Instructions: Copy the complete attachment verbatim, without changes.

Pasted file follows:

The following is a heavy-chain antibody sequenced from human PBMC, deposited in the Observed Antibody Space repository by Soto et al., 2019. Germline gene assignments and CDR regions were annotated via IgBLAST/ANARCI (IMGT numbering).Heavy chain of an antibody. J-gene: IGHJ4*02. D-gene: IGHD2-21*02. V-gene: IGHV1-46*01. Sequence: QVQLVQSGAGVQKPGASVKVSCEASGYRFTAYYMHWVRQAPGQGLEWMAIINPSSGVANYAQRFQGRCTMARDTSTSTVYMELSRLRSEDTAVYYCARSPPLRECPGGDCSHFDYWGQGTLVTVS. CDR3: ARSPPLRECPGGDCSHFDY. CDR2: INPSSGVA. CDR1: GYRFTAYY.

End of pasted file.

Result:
The following is a heavy-chain antibody sequenced from human PBMC, deposited in the Observed Antibody Space repository by Soto et al., 2019. Germline gene assignments and CDR regions were annotated via IgBLAST/ANARCI (IMGT numbering).Heavy chain of an antibody. J-gene: IGHJ4*02. D-gene: IGHD2-21*02. V-gene: IGHV1-46*01. Sequence: QVQLVQSGAGVQKPGASVKVSCEASGYRFTAYYMHWVRQAPGQGLEWMAIINPSSGVANYAQRFQGRCTMARDTSTSTVYMELSRLRSEDTAVYYCARSPPLRECPGGDCSHFDYWGQGTLVTVS. CDR3: ARSPPLRECPGGDCSHFDY. CDR2: INPSSGVA. CDR1: GYRFTAYY.